18854

Loop Perforation in OpenACC

Ahmad Lashgar, Ehsan Atoofian, Amirali Baniasadi
Electrical and Computer Engineering Department, University of Victoria, Victoria, BC, Canada
16th IEEE International Symposium on Parallel and Distributed Processing with Applications (ISPA), 2018

@inproceedings{lashgar2018loop,

   title={Loop Perforation in OpenACC},

   author={Lashgar, Ahmad and Atoofian, Ehsan and Baniasadi, Amirali},

   booktitle={2018 IEEE Intl Conf on Parallel & Distributed Processing with Applications, Ubiquitous Computing & Communications, Big Data & Cloud Computing, Social Computing & Networking, Sustainable Computing & Communications (ISPA/IUCC/BDCloud/SocialCom/SustainCom)},

   pages={163–170},

   year={2018},

   organization={IEEE}

}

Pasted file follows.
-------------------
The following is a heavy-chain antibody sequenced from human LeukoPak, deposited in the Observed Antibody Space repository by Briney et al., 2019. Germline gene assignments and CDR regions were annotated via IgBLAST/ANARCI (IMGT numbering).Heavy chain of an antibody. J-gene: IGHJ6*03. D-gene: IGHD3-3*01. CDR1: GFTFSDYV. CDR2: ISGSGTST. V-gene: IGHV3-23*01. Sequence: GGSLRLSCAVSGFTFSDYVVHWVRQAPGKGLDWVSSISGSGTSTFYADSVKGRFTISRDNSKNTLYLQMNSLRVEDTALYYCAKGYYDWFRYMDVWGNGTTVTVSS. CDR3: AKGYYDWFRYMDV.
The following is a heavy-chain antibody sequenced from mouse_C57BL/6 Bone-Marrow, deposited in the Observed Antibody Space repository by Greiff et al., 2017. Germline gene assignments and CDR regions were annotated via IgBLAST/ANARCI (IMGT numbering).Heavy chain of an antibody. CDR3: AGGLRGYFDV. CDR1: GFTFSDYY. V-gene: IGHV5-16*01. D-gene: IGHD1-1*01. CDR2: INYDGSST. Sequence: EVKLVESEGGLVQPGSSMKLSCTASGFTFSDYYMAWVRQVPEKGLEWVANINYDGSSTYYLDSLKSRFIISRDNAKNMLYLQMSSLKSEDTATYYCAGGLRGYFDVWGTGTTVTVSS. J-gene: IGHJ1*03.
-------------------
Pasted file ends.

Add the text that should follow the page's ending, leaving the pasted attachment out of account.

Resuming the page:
High-level programming models such as OpenMP and OpenACC are used to accelerate loop-parallelizable applications. In such applications, a very large number of loop iterations are launched as threads on the accelerator, where every iteration executes the same code sequence (loop body or kernel) but on different data. In such workloads, similarities in the input lead to wide similarities in the outputs. Motivated by this observation, we propose to run only a subset of loop iterations, accurately calculating some outputs and approximating the rest. To this end, we propose employing a new directive in OpenACC to trade off performance for accuracy by perforating loop iterations. The directive is only applicable to parallel loops with a perforation rate adjusted by the programmer. Moreover, we investigate the quality and runtime impact of this directive. In summary, first, we show that naïvely applying loop perforation to OpenACC, degrades performance significantly. This is because OpenACC parallel loops are often output-parallelized and every iteration calculates one single entry in the output. Consequently, dropping k iterations leads to k erroneous entries in the output. Second and in order to address this we propose an efficient lowoverhead mechanism to recover the value of these missing output entries. Third, we show that due to the SIMD organization of accelerators, perforation does not always translate to runtime improvements. Our study shows that perforation can change the memory coalescing behavior and negatively impact runtime. In order to provide better insight we present workload characteristics that benefit from perforation the most. Our evaluations using a diverse set of benchmarks indicate that our proposed technique can improve performance up to 93%, while maintaining the quality loss at a rate below 10%.
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